SL2014 Draft Notes - Part 4 - Trades

Who wins on Draft Day trades? It usually isn't answered definitively until much later on, in terms of how the pieces involved were used, how the players involved contributed to a team's success, and in who was sacrificed and who was gained. But there are always early returns, that's what I will speak to today.

Before Greg was up in the 1st, it was Matt's 1st, 2nd, and 7th round picks for Greg's 1st, 2nd, and 12th round picks. Essentially, it allowed Matt to take Kershaw. Greg wrote that he wasn't sure who he wanted in the 4th spot, and Mauer, who he then ended up with as his most important pick in the draft, was someone he considered. Did I mention I likely would have taken Kershaw if he was on the board?

In all it was Mauer-Carpenter-Adam Jones for Kershaw-CarGo-Wellington Castillo. Just looking at those names, I like this for Matt, partly because I have Castillo having great value for when he was taken, for getting a comparable high impact part-timer (i.e., CarGo with just a few less games than Mauer), and for probably getting the best player in the deal, especially now that pitchers are eligible for MVP votes.

This doesn't mean Matt won the deal, though he may have. Greg was afforded a ton of options by gaining the 38 slots in the Jones - Castillo portion of the swap. Having that asset allowed him to make the Allen Craig trade with Chris. Having passed on Kershaw allowed him to better see the vision of holding off on starting pitching until much later in the draft, meaning he could build a deep and strong offense, which Carpenter is huge cog in. But while Mauer is going to be great, catcher I felt was a position of strength (thus why I feel a Castillo selection is of high value). Ultimately, though, I feel Matt does win, but it's certainly not a home run, and my opinion may be tainted by my feelings towards Kershaw.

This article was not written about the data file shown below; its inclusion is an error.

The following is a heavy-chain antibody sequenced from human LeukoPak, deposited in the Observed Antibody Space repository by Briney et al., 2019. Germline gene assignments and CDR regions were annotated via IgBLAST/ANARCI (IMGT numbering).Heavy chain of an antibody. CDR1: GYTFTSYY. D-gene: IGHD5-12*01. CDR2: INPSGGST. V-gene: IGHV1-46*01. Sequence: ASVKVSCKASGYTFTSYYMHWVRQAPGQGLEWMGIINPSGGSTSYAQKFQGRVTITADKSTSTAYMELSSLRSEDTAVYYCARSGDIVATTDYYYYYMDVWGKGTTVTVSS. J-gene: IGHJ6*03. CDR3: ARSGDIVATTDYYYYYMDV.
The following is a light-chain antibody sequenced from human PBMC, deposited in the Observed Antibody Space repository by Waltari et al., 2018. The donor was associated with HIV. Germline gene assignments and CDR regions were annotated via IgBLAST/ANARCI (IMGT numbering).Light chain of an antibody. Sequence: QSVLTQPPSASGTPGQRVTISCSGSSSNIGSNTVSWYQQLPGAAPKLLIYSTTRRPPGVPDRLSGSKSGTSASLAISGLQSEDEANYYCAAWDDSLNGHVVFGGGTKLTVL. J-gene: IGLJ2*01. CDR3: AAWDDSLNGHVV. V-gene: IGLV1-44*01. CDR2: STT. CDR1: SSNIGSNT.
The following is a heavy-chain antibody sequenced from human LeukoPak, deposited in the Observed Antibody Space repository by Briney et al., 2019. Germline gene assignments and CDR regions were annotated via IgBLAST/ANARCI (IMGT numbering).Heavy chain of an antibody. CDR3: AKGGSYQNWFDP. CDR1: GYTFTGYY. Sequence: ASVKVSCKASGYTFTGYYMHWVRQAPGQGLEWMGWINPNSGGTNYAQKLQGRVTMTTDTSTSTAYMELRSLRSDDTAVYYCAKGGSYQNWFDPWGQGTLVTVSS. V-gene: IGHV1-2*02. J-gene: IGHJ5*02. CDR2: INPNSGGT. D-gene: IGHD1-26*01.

For the aforementioned Craig deal, Chris had selected Craig to start the 5th, then at Greg's turn in that round he traded Craig, his 7th round pick, and his 9th round pick to Greg for his 5th round pick, 6th round pick and 8th round pick. The impetus of this deal seemed to be Greg wanting Craig for his versatility in fitting in with his offense and multi-positional defense.

The players involved ended up being Craig-YGomes-Stanton for Moss-Desmond-Cobb.

My basic analysis was this was an even deal. Craig was what Greg wanted, and he gave up just 4 slots in the early-middle part of the draft to get him. Chris got a different-but-similar player in Moss, and gained 4 slots allowing him to take the last remaining 14 starter in Cobb. Craig was the best player in the deal, but Chris found someone immediately who filled the void.

The final deal of the draft came about the time I was leaving the office to head to the DMV to pick up my Honda's vehicle sticker. Matt was on the clock for a long time, in turns out because Graham was looking to take the best available 6th immediately after Ken took Buchholz in the 24th. The deal was Graham's 24th, 25th and 26th round picks for Matt's 24th, 26th and 27th round picks (Matt was to lead off the 27th). Essentially Graham got to take Tanner Roark for giving up 8 slots later on.

The players involved were Roark-Wood-Javier Lopez for Hunter-David De La Rosa-Burnett. The best player in the deal was Roark, who as a 6th may never see the mound. The starters swapped were both 5th starters, who given the similarities between these two, may be considered inconsequential in terms of overall trade value. Reliever-wise, Javier Lopez has plusses over De La Rosa, but De La Rosa has innings and an H that Lopez doesn't have. Hunter vs. Roark? Hunter should be better, but if Roark uses his starts, it's probably a slam dunk the other way. In the end, the grade is an incomplete. Perhaps Greg or I lost because we didn't get the chance to take Roark? Though I am pleased to have the 6th I did take the following round, and I was looking at Ichiro in the 24th for a few rounds.